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Ask a Master Gardener: Branch out and add edamame to your garden list

by Peter Sutter | November 5, 2022 at 4:00 a.m.

I hope you have been enjoying those nice days we've had; they pop up every now and then so it is wise to take advantage of them when they show up. I always feel like there is more to do before bad weather sets in, but I don't think any is on the radar. Speaking of bad weather, when it dose hit, that is a great time to start your list for next year's garden.

One thing I am going to put on my list this year is edamame, the green, immature form of garden soybeans. These are not to be confused with field soybeans. Garden variety soybeans have seeds that are larger, milder tasting, more tender and easier to digest. Best of all, they contain a lower percentage of gas-producing starches; now that's what I look for in a bean.

There are some good reasons to give edamame a try next year. Soy foods, as we are learning, have many health benefits. Along with being a great source of quality protein and vitamin E, soy foods contain isoflavones, which could play a role in reducing the risk of heart attack, osteoporosis, breast cancer and prostate cancer.

I planted some edamame several years ago, but it did not come up so I think it might have been bad seed. I'm not sure where (or who) it came from so I thought I would try again with some "purchased" seed.

Of course, like all vegetables, edamame will do better with some compost or fertilizer mixed in the soil before planting. Plant the seeds about 1-11/2 inches deep and 6 inches apart when all threat of frost is gone and the soil is warm. Edamame plants can get rather bushy, so space your rows at about 2 feet apart. Because soybeans are short-day plants, they are not good candidates for succession planting. This means all soybeans that a gardener intends to plant need to be planted in early to mid-May.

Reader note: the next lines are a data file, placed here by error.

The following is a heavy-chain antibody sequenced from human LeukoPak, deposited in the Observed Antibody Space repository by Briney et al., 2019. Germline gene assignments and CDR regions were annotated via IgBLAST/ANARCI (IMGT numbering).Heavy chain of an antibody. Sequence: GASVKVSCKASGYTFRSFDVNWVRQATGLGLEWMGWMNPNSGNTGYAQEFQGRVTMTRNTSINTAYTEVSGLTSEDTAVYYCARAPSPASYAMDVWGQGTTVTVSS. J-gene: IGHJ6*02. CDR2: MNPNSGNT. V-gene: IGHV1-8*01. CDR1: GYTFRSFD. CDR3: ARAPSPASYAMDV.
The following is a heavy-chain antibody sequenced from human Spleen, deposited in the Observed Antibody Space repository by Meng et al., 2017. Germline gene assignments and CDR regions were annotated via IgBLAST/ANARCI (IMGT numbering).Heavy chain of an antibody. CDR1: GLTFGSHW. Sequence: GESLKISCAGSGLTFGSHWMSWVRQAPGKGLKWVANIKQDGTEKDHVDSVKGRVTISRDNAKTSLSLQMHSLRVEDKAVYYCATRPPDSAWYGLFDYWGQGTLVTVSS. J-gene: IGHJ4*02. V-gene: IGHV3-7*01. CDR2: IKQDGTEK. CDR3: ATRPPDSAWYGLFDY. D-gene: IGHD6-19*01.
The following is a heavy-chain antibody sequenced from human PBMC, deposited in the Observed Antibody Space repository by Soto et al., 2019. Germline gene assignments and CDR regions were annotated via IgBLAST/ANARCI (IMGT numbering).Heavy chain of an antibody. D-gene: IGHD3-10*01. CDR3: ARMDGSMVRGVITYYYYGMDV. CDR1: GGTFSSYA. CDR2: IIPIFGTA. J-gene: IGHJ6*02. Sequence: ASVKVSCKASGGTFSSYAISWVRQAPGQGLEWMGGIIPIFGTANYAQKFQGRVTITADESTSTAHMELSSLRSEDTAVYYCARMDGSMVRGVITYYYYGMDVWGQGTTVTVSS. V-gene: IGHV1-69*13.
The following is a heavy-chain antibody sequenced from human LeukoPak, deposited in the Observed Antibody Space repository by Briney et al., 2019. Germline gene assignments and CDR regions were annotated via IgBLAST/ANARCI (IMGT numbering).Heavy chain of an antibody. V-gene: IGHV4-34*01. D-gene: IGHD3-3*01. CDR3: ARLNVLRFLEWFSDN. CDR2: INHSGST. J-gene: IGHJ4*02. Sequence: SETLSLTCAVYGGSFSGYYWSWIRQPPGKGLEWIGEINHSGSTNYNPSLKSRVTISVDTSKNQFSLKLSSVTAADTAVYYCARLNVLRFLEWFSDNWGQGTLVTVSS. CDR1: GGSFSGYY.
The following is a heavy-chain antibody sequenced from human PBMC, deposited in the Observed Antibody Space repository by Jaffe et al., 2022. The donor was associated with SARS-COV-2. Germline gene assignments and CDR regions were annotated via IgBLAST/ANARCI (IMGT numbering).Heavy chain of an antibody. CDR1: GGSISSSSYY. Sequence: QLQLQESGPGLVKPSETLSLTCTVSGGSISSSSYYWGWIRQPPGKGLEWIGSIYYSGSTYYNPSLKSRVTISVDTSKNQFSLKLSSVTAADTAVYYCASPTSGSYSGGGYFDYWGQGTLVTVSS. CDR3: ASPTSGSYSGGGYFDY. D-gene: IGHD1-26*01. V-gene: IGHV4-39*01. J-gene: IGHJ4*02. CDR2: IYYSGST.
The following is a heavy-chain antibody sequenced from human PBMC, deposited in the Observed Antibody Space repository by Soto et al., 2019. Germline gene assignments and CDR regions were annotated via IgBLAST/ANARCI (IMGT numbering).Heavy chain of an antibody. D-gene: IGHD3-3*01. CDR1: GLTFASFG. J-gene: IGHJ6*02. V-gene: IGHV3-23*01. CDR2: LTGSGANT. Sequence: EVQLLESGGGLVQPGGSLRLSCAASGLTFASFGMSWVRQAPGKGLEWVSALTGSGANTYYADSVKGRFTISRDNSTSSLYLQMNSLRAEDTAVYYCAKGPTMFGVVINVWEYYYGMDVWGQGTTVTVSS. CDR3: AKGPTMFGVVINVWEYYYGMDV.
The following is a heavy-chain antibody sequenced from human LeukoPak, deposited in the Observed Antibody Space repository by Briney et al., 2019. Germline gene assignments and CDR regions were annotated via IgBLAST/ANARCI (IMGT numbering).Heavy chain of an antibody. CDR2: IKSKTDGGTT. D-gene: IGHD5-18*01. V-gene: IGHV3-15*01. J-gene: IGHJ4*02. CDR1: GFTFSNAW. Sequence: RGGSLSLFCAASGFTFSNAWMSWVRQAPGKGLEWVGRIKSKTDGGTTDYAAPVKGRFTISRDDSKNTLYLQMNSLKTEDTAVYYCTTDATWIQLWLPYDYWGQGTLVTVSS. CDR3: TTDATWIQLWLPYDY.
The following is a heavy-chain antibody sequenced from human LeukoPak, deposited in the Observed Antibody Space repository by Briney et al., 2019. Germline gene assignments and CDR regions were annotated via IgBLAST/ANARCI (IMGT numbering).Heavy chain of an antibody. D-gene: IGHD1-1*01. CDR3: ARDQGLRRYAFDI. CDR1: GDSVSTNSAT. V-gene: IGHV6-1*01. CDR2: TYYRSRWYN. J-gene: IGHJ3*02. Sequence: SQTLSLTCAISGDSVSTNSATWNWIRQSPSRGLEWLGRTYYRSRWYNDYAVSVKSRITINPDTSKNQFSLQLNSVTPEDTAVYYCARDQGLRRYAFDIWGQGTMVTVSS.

All soybeans, including edamame, are legumes that host beneficial nitrogen-fixing bacteria on their roots. Since it is easy to grow in our warm Mid-Missouri summers, extra seeds would make a good short term cover crop to add some nitrogen in to your soil.

Harvesting edamame pods for fresh eating takes a little finesse, but it is similar to picking peas for shelling. Watch for the pods to start swelling. Once this starts, it's a good idea to check your plants every couple of days to monitor their progress. This is important because they can quickly over-ripen and become starchy. When the beans are fully formed and almost touching each other in the pods, open a few of the fattest pods to see if the beans are fully formed and taste a few of them raw. They should be mildly sweet and tender without any starchiness.

The beans can either be shelled and added to soups and salads or boiled in salt water and served in their pods for a nutritious snack.

If you let the beans ripen completely on the plant, similar to field soybeans, the dried beans can be used much like other dried beans or they can be roasted and eaten alone. The dried beans can also be saved for planting next year.

Edamame is a Japanese word that means "beans on a branch." I hope you will "branch" out and plant some this spring.

Happy garden list making!

Peter Sutter is a lifelong gardening enthusiast and a participant in the MU Extension's Callaway County Master Gardener program. Gardening questions can be sent to [email protected]

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